Wednesday, April 19, 2023

EP Review: Noorag "fossils" (Independent) by Dave Wolff

Band: Noorag
Country: Italy
Genre: Groove metal
EP: fossils
Format: Digipack CD, digital
Label: Independent
Release date: March 11, 2023
Available digitally at BandcampYoutube and Spotify
Noorag is a single-member project from Italy, described as "baritone riffs from a futuristic post-atomic civilization", coming from "a wandering studio and a bunch of random unrecommendable friends". Things become more interesting when you discover that its founding member Federico Paretta writes and arranges all its material in the style of a private jam session rather than in a professional recording studio. Throughout this EP, all seven tracks sound as though they were composed freestyle in one take and encompass all their influences with an effortless technique.
At their outset, blues-influenced rock and metal and early Seattle grunge made sudden and irrevocable changes to popular music, striking a nerve with the general public that had not yet been touched. In an apparent effort to draw on both, Paretta and Noorag hold a match to a razor blade with these instrumental pieces, proceeding to drag it over those frayed nerves, tearing them open again to leave an indelible mark.
Initially, Paretta's compositions may appear simplistic as they do not exceed three minutes in length, but as a result of the tight spaces created, his musicianship comes across as rawer and heavier than you would expect it to, which in turn expressly emphasizes its conglomeration of grooves, stoner rock, jazz, early grunge, and rhythm and blues. The more you listen to Paretta's bare-bones presentation, the more you realize how much attention he paid to detail and begin to wonder how it would sound if he had taken more time to expand on his riffing and musicianship.
As if to emphasize how much musicianship is packed into short periods of time, there’s an intricate interplay between the guitar, the bass, and the drums, also unusual for the tracks' brief duration. The presentation reminded me in some ways of Rush in the early seventies, although the communication between the instruments is stripped down and not as grandiose. Paretta could easily have added a larger-than-life approach, but he and drummer Daniele Marcia allow baser creativity to speak for itself within the apparent simplicity of their recordings.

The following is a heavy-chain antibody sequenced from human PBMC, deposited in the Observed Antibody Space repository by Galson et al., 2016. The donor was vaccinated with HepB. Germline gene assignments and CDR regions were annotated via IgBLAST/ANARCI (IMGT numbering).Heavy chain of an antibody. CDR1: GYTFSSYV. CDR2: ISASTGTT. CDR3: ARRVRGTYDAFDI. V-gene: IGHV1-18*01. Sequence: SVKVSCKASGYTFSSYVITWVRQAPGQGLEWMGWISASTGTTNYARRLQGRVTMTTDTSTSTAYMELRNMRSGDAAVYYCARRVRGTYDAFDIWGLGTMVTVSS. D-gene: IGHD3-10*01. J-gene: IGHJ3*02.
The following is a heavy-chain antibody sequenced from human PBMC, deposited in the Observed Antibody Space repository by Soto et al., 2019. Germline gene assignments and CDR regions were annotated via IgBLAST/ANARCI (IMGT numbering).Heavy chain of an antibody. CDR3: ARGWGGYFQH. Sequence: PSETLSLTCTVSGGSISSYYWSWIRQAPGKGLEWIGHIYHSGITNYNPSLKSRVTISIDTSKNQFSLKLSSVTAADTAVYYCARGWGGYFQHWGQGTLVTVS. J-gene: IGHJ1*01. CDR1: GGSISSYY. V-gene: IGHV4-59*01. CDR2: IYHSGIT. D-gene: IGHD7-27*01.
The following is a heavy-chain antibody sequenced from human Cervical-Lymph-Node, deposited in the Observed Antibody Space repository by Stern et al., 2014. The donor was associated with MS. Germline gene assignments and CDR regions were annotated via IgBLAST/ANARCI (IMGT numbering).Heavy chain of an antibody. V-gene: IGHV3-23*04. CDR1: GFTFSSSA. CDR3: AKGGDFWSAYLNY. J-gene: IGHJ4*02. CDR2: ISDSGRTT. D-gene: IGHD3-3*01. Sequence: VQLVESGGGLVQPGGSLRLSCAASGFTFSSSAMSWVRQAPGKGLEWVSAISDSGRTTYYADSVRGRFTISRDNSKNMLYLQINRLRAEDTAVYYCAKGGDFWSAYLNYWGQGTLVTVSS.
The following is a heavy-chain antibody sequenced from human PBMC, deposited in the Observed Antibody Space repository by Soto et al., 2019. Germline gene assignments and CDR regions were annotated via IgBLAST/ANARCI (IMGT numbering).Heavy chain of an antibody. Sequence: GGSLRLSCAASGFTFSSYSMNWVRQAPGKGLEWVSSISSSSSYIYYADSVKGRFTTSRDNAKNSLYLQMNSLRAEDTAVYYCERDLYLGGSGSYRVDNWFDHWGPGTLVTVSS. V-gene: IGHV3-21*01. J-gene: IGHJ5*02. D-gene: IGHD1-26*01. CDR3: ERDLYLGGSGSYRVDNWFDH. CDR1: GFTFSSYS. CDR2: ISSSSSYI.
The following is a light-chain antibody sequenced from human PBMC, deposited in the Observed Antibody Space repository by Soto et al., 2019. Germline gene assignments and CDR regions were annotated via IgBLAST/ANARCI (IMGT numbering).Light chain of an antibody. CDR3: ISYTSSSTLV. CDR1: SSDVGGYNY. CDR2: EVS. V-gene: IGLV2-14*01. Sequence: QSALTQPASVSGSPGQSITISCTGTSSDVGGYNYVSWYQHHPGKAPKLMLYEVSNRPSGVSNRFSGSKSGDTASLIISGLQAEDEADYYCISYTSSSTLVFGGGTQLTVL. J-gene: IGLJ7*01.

Low-tuned strings and occasional dissonant chords add even more depth to the composition, neither of which would be traditionally associated with grunge, r&b or funk. There are also some guitar and bass lines that seem incompatible, but they fit together well when they are placed in the appropriate places. Paretta is essentially starting from scratch and going back years to discover new paths forward with his work.
This EP represents the meeting of different personalities on a rain-drenched afternoon and their discovery of how much they have in common. It is evident that Paretta has the potential to grow in more than one way, whether by incorporating more progress and interaction into limited spaces or by lengthening his compositions in order to provide more space to elaborate on his ideas. This also applies to whether or not he decides to include lyrics and vocals in future recordings. It wouldn't be a requirement, but it would contribute to the success of his project. –Dave Wolff

Federico Paretta: Guitars, bass
Daniele Marcia: Session drummer

Track list:
1. hhon
2. amanita shot
3. brachiopod
4. cochlea stone
5. ritual electric
6. acid apricot
7. digital cave (bonus demo tape)

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